This minute creature, all but invisible to the naked eye, is not a spider but a sap-sucking mite. Because of its small size it can build up to plague proportions before coming to the attention of the grower. The pest delights in the warm dry conditions found in a cactus collection, and growers should always be on their guard against it. The presence of the mite is usually betrayed by a browning of the plant body near the growing point, but by then it normally too late to avoid permanent scarring Close inspection with a 1Ox lens may reveal the pest, but it is quite likely that the marauding army will have moved on to lusher pastures.
Since the mite is a sap sucker, the use of systemic insecticide is the best means of defence. It seems to be very resistant to sprayed insecticides. Do ring the changes with the systemic insecticide though, to prevent a build up of immunity.
This, the mushroom fly, has moved into our collections as peat based composts have grown in popularity. The adult fly is tiny and has a weak erratic flight, so tends to be found in close proximity to the plants. The insects even run about on the surface of the compost and will quickly conceal themselves when danger threatens. It thrives in moist conditions, laying eggs at the base of the plant stem. These hatch out to become tiny white larvae, which feed in the compost. Unfortunately they feed not only on decaying humus but also on plant roots. The conditions required for seed germination suit them very well, and an infestation can rapidly destroy a crop of young seedlings.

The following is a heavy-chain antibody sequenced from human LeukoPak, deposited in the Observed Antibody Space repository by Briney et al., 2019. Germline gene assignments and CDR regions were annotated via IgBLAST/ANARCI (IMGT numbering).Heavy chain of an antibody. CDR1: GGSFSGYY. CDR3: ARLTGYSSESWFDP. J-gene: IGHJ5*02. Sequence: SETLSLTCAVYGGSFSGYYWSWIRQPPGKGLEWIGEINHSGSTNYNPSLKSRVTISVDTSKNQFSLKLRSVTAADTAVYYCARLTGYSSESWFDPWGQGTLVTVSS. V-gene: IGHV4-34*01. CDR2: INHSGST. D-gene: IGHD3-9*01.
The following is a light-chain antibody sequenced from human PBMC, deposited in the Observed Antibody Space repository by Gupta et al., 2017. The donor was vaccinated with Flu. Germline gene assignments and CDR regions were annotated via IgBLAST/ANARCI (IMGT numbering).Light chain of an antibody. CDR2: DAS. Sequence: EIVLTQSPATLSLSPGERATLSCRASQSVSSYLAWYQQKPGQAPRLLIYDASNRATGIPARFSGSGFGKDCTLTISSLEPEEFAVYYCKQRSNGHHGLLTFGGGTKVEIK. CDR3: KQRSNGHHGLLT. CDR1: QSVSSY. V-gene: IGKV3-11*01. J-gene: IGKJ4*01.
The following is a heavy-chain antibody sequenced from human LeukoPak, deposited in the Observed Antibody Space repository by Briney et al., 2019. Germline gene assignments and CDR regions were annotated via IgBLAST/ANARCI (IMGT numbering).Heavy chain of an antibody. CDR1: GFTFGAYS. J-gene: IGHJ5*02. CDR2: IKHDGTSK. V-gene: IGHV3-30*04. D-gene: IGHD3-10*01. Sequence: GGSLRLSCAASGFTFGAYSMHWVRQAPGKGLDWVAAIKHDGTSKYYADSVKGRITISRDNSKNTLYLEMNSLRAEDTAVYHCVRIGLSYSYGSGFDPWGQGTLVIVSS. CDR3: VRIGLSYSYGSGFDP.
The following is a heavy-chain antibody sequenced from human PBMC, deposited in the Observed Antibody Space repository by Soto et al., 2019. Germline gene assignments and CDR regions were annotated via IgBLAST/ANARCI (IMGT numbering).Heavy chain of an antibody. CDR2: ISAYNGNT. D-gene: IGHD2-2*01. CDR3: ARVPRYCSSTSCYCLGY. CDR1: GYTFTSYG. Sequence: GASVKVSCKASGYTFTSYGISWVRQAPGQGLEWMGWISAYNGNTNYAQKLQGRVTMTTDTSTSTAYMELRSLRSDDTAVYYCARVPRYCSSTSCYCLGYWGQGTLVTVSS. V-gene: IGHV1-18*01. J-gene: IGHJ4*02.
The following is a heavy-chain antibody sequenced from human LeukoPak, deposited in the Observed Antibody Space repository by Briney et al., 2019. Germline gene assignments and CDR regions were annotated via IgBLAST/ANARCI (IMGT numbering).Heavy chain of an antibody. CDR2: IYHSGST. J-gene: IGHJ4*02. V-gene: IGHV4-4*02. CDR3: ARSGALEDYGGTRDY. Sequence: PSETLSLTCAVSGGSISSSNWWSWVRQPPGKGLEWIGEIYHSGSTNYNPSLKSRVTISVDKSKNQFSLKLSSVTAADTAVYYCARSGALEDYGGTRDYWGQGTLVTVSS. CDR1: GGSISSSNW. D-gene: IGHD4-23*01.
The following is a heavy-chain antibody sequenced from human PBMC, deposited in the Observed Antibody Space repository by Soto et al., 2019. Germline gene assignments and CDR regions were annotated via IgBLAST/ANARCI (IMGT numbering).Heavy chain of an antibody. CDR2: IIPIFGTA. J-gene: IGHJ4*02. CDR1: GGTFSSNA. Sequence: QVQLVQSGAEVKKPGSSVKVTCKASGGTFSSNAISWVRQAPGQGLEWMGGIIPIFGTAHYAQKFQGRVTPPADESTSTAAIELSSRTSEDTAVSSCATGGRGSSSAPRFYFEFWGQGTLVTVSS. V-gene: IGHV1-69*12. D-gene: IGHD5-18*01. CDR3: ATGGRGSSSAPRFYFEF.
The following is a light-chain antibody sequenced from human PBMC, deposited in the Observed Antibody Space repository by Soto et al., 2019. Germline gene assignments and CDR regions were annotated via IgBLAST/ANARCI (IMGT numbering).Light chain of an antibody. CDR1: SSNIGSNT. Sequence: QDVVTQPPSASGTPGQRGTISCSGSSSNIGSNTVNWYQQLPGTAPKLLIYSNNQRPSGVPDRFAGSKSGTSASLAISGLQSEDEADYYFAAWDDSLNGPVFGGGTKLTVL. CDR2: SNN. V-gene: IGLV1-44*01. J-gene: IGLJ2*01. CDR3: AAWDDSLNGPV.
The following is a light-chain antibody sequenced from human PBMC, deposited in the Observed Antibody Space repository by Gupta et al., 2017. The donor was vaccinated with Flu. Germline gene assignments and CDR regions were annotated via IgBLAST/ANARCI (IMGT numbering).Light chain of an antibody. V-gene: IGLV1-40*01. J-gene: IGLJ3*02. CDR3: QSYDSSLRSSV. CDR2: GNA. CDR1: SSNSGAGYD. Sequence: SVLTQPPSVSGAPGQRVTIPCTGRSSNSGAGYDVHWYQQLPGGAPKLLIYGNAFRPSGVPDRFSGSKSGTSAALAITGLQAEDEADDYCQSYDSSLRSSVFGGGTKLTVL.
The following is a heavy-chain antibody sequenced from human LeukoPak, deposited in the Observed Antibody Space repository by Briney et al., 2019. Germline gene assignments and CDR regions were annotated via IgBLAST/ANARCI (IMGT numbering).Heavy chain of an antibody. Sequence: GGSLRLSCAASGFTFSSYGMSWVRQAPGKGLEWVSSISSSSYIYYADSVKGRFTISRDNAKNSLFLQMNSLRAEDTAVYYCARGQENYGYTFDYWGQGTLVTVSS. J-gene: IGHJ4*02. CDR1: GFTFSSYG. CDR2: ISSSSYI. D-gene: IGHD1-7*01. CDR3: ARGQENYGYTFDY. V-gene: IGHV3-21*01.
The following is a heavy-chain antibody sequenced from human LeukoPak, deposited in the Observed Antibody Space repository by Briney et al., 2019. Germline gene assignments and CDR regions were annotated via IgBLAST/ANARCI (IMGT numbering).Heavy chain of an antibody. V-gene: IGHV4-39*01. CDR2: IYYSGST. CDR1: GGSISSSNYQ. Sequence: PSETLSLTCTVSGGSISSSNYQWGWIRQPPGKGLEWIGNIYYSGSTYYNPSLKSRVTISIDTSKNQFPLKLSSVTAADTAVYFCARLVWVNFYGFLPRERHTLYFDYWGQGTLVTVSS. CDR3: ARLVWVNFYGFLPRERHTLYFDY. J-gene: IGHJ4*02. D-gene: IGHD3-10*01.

Spraying with a pyrethum-based insecticide is a safe way of dealing with the adults, but the larvae in the compost are a more difficult proposition. Insecticides containing permethrin or diazinon, which can be mixed with or watered on the compost, are the most suitable line of attack.
In general, fungal attacks are relatively uncommon among succulent plant collections, thanks to the dry conditions in which the plants are grown. There are however occasions when the spores, which are floating in the air, find conditions to their liking and the grower must then act quickly.
Botrytis may attack young seedlings, and in the warm moist conditions essential for germination can rapidly spread. It is a common experience to notice a few sickly seedlings one day, and find the whole batch keeled over within another couple of days. Fortunately this so called damping off disease can be avoided by treating the compost to destroy the spores before sowing seeds, or by watering with a copper based fungicide if it shows up among germinating seedlings.
During the dull days of winter, particularly if the collection is kept at a low temperature, care must be taken when watering. Water trapped among the leaves or steps may remain there long enough to induce rot, and if this occurs the only remedy left is to amputate and re-root. Drips from the roof of a greenhouse, or from overhanging shelves, can also collect on the plants beneath and lead to rotting.
One group of plants in particular, the stapeliads, tends to be susceptible to a fungal disease. This manifests itself as patches of black on the stems, steadily spreading until the whole plant is infected. There is no reliable cure for this complaint: removing and destroying the infected plant to prevent the spread of the disease is a drastic but necessary treatment. The use of a systemic fungicide several times a year may build up resistance within the plant to keep the disease at bay.